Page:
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Reuters: Montenegro booming, must watch environment-World Bank

Published date: 25.07.2007 14:20 | Author: Kliping inostranih medija

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By Dusko Mihailovic
24 Jul 2007 10:07:54 GMT

PODGORICA, July 24 (Reuters) - Montenegro is showing "amazing progress" in its macroeconomic performance and structural reforms, but should take care not to let mass tourism ruin its natural beauty, a senior World Bank official said.

Since voting to end its union with Serbia in May 2006, the nation of some 650,000 -- the world's youngest independent republic -- has attracted great investor interest, especially in tourism and real-estate.

GDP growth in 2006 was 8.2 percent. Preliminary data shows foreign investment in the first quarter of 2007 hit 195.4 million euros, triple what it was in the same period last year.

"Progress has been indeed amazing, and it shows on the growth rate and investment activities," Orsalia Kalantzopoulos, World Bank Country Director for South-East Europe told Reuters late on Monday.

"Also, private sector entry is coming as fast as the economy can absorb it, and the banking system is in a good shape."

She said Montenegro should continue reforms in the pension and tax systems, liberalise its labour market and rationalise its land registry to take account of the real estate boom.

The World Bank's concerns were mainly about the environment, mass tourism, and energy, she said.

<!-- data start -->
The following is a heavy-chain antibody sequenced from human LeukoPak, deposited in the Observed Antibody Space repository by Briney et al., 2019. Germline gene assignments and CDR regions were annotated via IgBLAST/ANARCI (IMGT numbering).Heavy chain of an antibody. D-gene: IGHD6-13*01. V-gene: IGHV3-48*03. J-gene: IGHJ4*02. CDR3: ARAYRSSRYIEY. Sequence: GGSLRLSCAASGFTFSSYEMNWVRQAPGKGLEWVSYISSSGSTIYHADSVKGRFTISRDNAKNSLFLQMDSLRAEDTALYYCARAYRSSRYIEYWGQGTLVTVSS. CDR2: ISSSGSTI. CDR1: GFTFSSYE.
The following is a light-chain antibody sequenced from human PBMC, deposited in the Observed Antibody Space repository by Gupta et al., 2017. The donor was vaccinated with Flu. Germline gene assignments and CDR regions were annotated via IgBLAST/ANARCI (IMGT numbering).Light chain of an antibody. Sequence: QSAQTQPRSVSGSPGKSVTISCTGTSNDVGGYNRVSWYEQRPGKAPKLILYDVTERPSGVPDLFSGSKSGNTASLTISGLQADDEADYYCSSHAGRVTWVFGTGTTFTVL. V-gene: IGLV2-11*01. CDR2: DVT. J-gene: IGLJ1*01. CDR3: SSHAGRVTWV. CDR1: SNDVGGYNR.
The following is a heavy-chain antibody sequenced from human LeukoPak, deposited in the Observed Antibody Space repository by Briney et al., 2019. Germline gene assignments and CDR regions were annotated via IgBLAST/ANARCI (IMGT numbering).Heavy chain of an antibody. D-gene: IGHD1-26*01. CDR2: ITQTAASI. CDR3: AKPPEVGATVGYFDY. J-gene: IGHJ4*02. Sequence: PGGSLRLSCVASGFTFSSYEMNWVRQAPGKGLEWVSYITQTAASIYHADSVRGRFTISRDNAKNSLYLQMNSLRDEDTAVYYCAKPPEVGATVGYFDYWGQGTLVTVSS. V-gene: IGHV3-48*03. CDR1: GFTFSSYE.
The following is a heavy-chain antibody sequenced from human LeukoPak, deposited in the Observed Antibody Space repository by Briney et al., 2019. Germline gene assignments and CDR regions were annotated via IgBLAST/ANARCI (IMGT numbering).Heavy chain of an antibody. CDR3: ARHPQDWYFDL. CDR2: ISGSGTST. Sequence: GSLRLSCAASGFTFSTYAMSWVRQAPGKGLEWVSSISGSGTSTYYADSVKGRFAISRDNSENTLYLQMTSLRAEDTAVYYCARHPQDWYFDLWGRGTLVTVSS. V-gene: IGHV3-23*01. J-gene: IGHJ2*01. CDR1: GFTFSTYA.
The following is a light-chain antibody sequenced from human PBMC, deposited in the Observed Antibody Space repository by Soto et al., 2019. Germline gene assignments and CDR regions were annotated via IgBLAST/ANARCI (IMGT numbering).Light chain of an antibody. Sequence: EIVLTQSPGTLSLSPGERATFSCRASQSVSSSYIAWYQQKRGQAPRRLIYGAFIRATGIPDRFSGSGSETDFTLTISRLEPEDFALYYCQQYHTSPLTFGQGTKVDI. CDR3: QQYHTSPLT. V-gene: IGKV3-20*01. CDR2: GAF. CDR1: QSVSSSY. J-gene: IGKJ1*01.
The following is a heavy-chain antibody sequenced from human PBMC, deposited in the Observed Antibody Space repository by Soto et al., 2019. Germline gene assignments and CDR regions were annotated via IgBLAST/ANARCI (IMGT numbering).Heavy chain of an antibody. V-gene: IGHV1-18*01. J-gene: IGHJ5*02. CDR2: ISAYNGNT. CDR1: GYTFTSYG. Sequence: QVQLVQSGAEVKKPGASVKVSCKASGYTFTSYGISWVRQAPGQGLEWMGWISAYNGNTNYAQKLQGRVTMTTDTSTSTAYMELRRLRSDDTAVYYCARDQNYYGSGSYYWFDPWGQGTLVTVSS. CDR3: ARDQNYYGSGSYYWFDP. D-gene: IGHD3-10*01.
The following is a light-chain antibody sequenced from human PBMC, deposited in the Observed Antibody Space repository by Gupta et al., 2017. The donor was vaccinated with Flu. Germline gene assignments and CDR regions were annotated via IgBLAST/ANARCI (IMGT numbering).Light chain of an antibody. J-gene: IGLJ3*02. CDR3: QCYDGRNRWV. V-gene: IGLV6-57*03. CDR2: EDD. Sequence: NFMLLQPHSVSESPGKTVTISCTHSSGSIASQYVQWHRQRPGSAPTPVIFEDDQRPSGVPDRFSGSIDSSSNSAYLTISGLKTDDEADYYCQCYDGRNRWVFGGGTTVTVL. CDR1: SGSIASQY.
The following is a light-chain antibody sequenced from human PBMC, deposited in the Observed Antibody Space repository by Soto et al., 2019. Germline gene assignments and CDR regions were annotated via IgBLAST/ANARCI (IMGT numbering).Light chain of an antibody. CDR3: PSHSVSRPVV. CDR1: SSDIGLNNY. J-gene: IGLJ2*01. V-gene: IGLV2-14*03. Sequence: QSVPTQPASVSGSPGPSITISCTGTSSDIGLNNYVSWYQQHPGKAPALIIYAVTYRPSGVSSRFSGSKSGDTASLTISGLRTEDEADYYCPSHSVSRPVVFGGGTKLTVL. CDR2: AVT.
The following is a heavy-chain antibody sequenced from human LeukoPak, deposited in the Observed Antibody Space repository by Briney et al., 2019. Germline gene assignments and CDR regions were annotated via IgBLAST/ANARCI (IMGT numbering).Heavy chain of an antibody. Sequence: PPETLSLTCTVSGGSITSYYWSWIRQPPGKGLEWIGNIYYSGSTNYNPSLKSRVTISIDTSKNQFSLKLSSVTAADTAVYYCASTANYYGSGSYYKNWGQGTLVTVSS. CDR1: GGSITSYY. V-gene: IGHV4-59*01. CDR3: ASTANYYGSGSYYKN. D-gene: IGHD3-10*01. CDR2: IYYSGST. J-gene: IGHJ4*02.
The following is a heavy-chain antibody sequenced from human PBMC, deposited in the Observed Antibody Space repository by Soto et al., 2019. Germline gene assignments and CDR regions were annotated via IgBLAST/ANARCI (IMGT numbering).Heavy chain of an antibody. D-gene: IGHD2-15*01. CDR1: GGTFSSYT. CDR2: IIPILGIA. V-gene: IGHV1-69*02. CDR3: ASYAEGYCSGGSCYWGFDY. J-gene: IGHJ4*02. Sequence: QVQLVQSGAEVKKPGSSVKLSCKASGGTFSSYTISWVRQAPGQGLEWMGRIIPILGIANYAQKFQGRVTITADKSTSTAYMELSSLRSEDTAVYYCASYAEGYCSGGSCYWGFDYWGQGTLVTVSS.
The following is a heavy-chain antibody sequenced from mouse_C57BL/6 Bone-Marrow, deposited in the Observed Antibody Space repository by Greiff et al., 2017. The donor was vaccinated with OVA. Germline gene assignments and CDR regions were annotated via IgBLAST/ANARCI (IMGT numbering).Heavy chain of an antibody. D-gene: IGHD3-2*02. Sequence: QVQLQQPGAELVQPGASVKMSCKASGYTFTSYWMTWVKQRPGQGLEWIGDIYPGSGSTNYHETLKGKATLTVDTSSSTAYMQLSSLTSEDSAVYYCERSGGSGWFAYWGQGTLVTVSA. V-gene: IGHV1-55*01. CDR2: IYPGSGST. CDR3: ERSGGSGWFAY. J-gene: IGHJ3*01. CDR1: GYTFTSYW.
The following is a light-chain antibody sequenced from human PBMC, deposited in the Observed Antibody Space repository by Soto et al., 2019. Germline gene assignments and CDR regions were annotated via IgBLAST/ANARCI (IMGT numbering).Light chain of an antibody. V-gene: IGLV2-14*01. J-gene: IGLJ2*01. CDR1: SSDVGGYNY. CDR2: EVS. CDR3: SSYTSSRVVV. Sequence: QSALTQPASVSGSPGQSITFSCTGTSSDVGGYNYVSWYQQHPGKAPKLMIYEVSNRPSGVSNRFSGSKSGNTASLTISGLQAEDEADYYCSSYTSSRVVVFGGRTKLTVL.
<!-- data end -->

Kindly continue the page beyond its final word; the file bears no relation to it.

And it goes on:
Montenegro faces water shortages in the summer, especially in resorts along its Adriatic coast, and power shortages in the winter. It imports one third of its electricity consumption, half of which goes to aluminium smelter KAP at subsidised prices.

It proclaimed itself an 'ecological state' in 1992, but has shown little follow-up action. Visitors and residents alike complain about poor waste services, which can mean piles of garbage by the roadside and sewage draining near bathing spots.

Kalantzopoulos said Montenegro's real challenge was to preserve its environment in the face of the tourism boom.

"This is an economy with natural beauty, coast and mountains," she said. "Mass tourism does not really supplement environmental preservation very much."


Beside tourism and real estate, Montenegro had ample potential in the energy sector, beyond hydro and thermal plants, Kalantzopoulos said. "Solar energy is the area ... one should look at very carefully, looking the changes in the global warming and environment," she added.

Montenegro joined the World Bank in January, but had been treated as a separate entity by the Bank already since 2001, reflecting the country's autonomous political system and the independent development of its economy.

In June, the Bank adopted a four-year strategy that focuses on supporting energy and other utility projects, such as water plants, building infrastructure for sustainable tourism and helping the country make the best possible use of EU funds.

Kalantzopoulos said the country's requirement for funding from international organisations was shrinking.

"Montenegro's need for financing from external sources is not very large anymore, so we are looking at somewhere between $15 to $20 million a year," she said, noting the Bank wanted to remain engaged in areas which are critical for growth.

Speaking of Montenegro's progress toward European Union membership, she said it was moving ahead very well, and she was "very optimistic."